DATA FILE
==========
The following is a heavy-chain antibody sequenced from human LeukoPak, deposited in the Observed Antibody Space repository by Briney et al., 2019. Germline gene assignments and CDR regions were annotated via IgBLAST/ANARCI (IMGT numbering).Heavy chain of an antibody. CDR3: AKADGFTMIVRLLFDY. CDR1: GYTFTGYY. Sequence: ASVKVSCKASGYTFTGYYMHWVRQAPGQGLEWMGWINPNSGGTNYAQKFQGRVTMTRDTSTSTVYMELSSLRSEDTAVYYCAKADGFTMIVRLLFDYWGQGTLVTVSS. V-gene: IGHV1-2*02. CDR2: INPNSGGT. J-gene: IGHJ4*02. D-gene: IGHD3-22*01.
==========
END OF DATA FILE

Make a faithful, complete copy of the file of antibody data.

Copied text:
The following is a heavy-chain antibody sequenced from human LeukoPak, deposited in the Observed Antibody Space repository by Briney et al., 2019. Germline gene assignments and CDR regions were annotated via IgBLAST/ANARCI (IMGT numbering).Heavy chain of an antibody. CDR3: AKADGFTMIVRLLFDY. CDR1: GYTFTGYY. Sequence: ASVKVSCKASGYTFTGYYMHWVRQAPGQGLEWMGWINPNSGGTNYAQKFQGRVTMTRDTSTSTVYMELSSLRSEDTAVYYCAKADGFTMIVRLLFDYWGQGTLVTVSS. V-gene: IGHV1-2*02. CDR2: INPNSGGT. J-gene: IGHJ4*02. D-gene: IGHD3-22*01.